Proportionate liability is something that enables courts to apportion the responsibility for a damages claim amongst each wrongdoer in proportion to the amount considered just by the courts. The legislation which governs proportionate liability varies in each State and Territory in Australia. For example, in NSW, proportionate liability provisions fall under Part 4 of the Civil Liability Act 2002 (NSW).

It is not uniform in every jurisdiction and as such, it is important to have a litigation and contract lawyer assist you in understanding your rights. The legislation has replaced the doctrine of joint and several liability for claims for property damage or purely economic loss arising from a failure to take reasonable care. The courts will apply the relevant legislation in the applicable State or Territory in determining the extent to which each wrongdoer’s actions contributed to the damage or loss.

Application of Proportionate Liability

Proportionate liability can apply in a broad range of commercial contracts. This includes products and services such as leases, licences, service contracts, and commercial contracts. Proportionate liability does not apply to negligence claims involving death or personal injury, intentional damage, vicarious liability, nor absolute or strict warranties or conditions in a contract.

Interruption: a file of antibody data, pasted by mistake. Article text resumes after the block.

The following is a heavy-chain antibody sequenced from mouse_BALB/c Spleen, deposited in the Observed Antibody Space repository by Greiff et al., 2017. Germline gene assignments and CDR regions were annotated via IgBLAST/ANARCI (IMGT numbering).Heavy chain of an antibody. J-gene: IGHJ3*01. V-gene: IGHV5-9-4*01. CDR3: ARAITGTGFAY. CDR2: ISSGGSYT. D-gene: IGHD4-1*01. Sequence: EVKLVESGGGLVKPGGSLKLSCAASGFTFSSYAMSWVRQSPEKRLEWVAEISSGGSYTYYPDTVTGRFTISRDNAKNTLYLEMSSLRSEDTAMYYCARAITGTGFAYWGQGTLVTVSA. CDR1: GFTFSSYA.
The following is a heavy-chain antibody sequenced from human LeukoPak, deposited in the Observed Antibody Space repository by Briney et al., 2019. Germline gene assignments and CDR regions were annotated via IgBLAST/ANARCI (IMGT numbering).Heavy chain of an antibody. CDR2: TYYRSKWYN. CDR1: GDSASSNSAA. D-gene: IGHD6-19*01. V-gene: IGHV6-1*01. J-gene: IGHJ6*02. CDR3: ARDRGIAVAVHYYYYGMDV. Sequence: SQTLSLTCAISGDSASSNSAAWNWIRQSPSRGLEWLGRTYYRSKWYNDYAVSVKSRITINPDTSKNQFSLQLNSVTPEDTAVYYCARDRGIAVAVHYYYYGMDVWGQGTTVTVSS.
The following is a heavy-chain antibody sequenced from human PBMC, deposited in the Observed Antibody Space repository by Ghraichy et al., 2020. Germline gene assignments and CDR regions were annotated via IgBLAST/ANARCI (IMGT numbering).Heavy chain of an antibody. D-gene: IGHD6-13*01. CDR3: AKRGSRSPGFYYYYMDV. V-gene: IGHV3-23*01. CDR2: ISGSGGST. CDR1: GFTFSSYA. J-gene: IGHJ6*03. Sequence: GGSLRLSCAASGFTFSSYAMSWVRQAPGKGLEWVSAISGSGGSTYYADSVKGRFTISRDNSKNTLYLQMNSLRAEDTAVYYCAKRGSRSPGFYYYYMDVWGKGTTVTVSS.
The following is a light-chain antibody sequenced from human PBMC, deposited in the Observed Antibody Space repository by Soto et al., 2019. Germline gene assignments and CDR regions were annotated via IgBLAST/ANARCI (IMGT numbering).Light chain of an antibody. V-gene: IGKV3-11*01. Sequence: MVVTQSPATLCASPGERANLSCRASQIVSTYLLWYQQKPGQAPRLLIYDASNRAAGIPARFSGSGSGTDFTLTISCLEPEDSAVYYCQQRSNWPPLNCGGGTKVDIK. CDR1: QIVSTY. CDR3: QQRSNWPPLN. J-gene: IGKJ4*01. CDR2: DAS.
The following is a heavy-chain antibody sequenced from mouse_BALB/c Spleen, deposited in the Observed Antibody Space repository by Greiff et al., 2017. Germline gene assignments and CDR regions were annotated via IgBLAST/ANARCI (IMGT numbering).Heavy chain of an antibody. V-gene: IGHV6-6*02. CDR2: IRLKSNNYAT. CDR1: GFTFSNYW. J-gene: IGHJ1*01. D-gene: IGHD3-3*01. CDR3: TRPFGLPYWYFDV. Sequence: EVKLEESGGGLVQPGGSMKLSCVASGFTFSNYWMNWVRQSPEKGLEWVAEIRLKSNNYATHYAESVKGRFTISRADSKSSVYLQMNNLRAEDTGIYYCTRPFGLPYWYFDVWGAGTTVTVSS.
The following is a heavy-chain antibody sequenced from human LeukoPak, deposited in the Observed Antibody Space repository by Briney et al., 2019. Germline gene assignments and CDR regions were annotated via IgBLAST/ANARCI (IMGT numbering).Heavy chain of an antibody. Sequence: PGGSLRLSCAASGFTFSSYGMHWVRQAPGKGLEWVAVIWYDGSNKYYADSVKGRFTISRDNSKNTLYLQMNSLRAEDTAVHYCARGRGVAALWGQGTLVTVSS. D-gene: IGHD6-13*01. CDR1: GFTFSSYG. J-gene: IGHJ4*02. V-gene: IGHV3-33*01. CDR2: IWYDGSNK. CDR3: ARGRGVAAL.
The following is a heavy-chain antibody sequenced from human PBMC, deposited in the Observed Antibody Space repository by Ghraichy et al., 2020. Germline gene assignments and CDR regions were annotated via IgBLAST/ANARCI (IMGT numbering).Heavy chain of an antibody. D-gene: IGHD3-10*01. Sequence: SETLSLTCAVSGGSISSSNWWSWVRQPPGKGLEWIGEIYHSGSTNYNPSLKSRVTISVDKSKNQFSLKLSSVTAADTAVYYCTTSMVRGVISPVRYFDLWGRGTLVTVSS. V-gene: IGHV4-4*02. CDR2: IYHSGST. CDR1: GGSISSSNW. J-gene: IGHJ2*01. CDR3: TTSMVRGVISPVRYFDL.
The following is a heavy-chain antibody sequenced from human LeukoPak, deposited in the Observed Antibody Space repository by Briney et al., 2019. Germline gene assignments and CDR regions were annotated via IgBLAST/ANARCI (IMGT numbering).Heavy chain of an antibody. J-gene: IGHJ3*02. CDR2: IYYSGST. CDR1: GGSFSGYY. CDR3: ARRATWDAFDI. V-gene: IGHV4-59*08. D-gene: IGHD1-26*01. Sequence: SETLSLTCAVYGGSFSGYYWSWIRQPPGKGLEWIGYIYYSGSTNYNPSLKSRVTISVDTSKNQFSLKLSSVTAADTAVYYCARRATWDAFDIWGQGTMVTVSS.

Contracting Out

Contracting out is where parties to a contract can agree between them that the proportionate liability legislation will not apply. They can also agree to indemnify one another on a basis does not reflect proportionate liability principles. In order to contract out of the proportionate liability regime, parties are required to allocate liability under the contract between them in a manner inconsistent with the normal operation of the regime.

Concurrent Wrongdoer

To have its liability apportioned, a defendant must also establish that other parties
are “concurrent wrongdoers” as defined by the applicable legislation. A defendant must identify other parties whose acts or omissions caused the loss or damage which is the subject of the claim and establish that the potential wrongdoer:

  • has or had a legal liability to the plaintiff; and
  • caused the same loss or damage that is the subject of the claim.

Small Businesses and Proportionate Liability

Recent cases before the courts have highlighted the importance of contract drafting and the proportionate liability regime. Contract parties need to be careful when entering into and negotiating new contracts that contain clauses which affect a party’s liabilities to ensure that they do not inadvertently contract out of the proportionate liability regime. Moreover, contracting parties should consider existing contractual arrangements to determine whether they have inadvertently contracted out of the proportionate liability regime.

Conclusion

LegalVision can assist you with any questions you may have about proportionate liability regimes. LegalVision has a team of great lawyers who can assist you in drafting contracts. Please call our office on 1300 544 755 and our Client Care team will happily provide you with an obligation-free consultation and a fixed-fee quote.

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